School bus speed controls and GPS locators make big mistakes
If your child's bus driver is speeding or driving recklessly, would your school district know?
A News 4 Trouble Shooters investigation found some districts can't track their buses and others purchased tracking systems that make big mistakes.
These days many school buses have black boxes or GPS tracking systems. We requested that data from local districts and found some buses traveling speeds the districts didn't think possible.
While riding along on a field trip last May parent Jen Patterson was alarmed to see one of the buses repeatedly going through yellow lights at intersections.
“A yellow light's a yellow light, you stop. Err on the side of caution, those aren't your children," Patterson said.
It raises the question: how do school districts keep an eye on school bus driver behavior?
North East ISD says the primary way it cracks down on speeding is by installing computerized governors on all buses. They prevent the driver from going over the Texas speed limit for buses: 60 miles per hour.
“We set that limit to attempt to get drivers to comply with the law," said Jack DeForrest, Executive Director for Transportation with North East ISD.
But do those speed governors always work?
We asked DeForrest to check the North East ISD’s GPS system for any incidents of buses going over 65 miles per hour.
The surprising result: drivers exceeded the speed limit for buses 64 times last school year. The highest speed recorded was 69 miles per hour on Highway 281 North.
DeForrest and his staff investigated to see how it’s possible for buses to reach those speeds when they have speed governors installed on them.
"What happens, when buses go to the dealer for maintenance, often, is that the computer will be re-flashed and our parameters will be erased," DeForrest said.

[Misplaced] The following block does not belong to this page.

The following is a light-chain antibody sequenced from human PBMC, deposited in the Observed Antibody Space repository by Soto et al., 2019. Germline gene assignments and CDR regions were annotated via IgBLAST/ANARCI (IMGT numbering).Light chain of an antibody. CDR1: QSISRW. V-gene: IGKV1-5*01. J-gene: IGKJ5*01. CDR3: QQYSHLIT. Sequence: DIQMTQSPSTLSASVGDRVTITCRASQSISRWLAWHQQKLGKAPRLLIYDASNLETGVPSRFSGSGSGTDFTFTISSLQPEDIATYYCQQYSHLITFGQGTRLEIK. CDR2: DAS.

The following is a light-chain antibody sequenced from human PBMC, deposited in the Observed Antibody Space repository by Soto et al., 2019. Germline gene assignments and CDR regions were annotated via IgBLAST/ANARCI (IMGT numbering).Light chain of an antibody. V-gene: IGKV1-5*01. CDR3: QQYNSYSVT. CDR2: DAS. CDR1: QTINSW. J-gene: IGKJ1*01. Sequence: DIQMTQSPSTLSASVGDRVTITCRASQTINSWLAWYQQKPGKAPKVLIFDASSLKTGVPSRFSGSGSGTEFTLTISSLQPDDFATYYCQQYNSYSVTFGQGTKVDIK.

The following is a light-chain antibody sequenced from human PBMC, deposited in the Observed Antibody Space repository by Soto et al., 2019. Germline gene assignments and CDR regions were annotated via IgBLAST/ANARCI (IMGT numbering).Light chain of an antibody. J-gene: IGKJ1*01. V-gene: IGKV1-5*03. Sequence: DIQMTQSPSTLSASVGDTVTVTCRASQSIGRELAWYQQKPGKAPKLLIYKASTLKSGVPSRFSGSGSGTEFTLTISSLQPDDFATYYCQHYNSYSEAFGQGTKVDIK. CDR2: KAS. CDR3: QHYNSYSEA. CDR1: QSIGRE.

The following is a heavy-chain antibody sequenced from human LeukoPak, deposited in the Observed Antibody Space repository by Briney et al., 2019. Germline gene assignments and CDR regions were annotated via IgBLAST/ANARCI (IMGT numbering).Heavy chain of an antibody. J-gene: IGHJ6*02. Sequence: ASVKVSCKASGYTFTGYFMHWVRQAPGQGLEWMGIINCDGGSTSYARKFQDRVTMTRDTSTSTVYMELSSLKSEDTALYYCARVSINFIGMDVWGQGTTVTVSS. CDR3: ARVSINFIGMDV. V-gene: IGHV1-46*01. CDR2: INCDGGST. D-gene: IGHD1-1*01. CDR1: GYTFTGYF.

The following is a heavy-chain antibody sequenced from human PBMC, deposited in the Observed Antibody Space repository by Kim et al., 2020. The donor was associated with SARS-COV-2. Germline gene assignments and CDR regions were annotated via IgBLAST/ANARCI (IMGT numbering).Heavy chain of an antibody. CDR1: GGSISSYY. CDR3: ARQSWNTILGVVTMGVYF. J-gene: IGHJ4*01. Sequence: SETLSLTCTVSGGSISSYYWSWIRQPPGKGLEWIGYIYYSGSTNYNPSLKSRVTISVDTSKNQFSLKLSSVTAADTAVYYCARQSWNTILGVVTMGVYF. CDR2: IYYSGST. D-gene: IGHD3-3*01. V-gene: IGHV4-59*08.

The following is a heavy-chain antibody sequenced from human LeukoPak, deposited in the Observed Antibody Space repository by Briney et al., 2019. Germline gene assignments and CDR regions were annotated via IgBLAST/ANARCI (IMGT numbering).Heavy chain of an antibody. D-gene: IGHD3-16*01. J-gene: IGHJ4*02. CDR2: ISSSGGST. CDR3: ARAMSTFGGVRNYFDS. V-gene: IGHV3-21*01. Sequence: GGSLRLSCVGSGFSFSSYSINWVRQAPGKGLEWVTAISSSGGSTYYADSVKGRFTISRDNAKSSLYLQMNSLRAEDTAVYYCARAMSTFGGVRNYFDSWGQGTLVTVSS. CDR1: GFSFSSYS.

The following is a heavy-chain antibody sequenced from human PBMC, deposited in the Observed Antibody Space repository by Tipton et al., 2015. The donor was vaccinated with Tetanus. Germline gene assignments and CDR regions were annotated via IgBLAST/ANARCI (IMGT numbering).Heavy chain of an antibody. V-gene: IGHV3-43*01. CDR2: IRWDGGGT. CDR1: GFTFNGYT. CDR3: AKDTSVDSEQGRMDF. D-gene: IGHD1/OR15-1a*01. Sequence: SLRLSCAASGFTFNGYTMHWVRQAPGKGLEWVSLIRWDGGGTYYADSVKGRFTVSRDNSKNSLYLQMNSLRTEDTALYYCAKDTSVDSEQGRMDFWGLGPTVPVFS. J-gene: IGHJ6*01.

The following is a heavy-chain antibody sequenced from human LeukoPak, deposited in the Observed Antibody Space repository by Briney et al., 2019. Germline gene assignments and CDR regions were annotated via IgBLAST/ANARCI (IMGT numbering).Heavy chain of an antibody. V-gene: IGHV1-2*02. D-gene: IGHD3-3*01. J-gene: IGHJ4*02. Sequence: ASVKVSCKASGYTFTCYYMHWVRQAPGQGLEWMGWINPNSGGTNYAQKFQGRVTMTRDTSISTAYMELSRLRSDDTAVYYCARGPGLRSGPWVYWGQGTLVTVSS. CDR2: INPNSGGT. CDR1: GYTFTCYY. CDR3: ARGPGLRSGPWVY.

Now North East ISD has begun a testing program every Monday to make sure speed governors are correctly programmed.
Speed data from San Antonio Independent School District really made us do a double take: More than a thousand speed readings over 60 MPH.
Including 130, 135 and 142 MPH readings. School buses can't even go that fast.
SAISD’s GPS system showed some of those buses were in Mexico, Antarctica and Burkina Faso in Africa.
Leslie price with SAISD says the outrageous speeds and locations are obviously not possible and are likely the result of glitches with their GPS system. SAISD purchased the system for $144,000.
“Why pay for a GPS system if it's not reliable when it comes to speed or location?” asked News 4 Trouble Shooter Jaie Avila.
“Well the errors of location are pretty rare," Price responded.
"Out of 25-million readings last year around 1,000 had something off, so it's a good system, Could it be refined more? Certainly, but it's a good system and important system for us," Price said.
SAISD suspects most of the speeds over 60 are inaccurate because their buses also have speed governors.
But the GPS problem prevents the district from tracking the number of speeding cases. It can only confirm individual complaints about a specific bus, by checking its video, which also displays speed,
“Have you asked the GPS vendor to correct these problems?” Avila asked.
“We asked them how this could be happening and they explained it's a kind of rare skipping error that can happen. So there's not a correction right now," Price told us.
Some districts, like Northside ISD, don't have a tracking system. They just rely on the speed governors.
Comal ISD told us it has the ability to record speed data but hasn't been doing it. They told us they will start tracking it beginning this year.